On her #SolidaritySundays event on Black-Jewish relations:

“The reason why I [hosted the event] is because I’m seeing that fracturing that is so common to movements where sometimes, when there is a movement that appears to be focused on only one group — I say ‘appears’ because really the focus is on white supremacy — what sometimes people are doing is they’re getting worried like, ‘My thing is important, right? Isn’t my thing important?’ and then there’s fighting. So what we saw last week were a number of well-known sports figures, entertainment figures who were Black, who were spouting anti-Semitic, deeply offensive, and painful stuff. We need to use this time to be aware that the way white supremacy works is to pit groups against each other. I often believe [that] if all the intentional racists stayed home and slept one day, racism would still proceed all day long, alive and well, because it’s on automatic. That’s why people keep saying you can’t be neutral about this, you have to be anti- this because the status quo is this. So how do we pay attention to that and the tensions that have happened, and how do we for once not fight over the crumbs but create an entirely different pie where there is enough dignity and respect and equality and opportunity for everyone.”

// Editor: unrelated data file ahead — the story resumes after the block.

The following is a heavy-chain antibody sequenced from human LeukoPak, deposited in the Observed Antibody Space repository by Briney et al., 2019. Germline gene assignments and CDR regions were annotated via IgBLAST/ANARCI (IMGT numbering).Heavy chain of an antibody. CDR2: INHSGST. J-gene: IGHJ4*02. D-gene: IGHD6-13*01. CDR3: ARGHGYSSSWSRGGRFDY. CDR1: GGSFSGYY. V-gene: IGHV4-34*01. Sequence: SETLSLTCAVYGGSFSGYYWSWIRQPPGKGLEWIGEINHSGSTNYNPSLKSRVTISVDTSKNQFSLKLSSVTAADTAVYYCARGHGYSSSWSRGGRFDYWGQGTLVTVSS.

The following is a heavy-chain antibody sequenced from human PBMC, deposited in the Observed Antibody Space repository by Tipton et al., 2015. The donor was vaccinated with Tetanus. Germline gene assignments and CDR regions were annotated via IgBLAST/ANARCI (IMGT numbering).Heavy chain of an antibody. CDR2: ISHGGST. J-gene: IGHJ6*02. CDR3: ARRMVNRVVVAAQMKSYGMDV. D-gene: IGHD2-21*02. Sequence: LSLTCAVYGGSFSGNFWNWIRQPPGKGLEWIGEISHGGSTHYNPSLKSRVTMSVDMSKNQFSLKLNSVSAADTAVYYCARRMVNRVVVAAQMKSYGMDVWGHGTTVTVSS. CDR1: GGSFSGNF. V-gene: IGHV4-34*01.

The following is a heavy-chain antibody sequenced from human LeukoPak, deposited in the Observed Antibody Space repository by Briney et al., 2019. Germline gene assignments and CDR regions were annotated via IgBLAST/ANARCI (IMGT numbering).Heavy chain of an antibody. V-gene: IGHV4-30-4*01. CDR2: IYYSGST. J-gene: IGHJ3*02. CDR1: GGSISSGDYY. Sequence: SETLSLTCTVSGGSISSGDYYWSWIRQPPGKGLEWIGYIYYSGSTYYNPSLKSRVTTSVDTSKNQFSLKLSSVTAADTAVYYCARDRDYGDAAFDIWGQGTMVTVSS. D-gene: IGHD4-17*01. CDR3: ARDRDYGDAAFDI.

How do we maintain the urgency of the Black Lives Matter movement?

“Here’s how we’re going to keep it going: Every one of us is going to commit to keep it going. It’s not that magical. Like when you have people removing Uncle Ben’s picture, and maybe Aunt Jemima’s going to come off that box for once, and we now have no confederate flags in NASCAR — there are just things that are happening, and they’re happening because each person is asking themselves, ‘What should I do? And how can I make a difference?’ And as long as we have people doing that, this thing is going to keep moving.”

*Responses have been condensed for length and clarity.

Watch the full conversation between Myers and Beilock: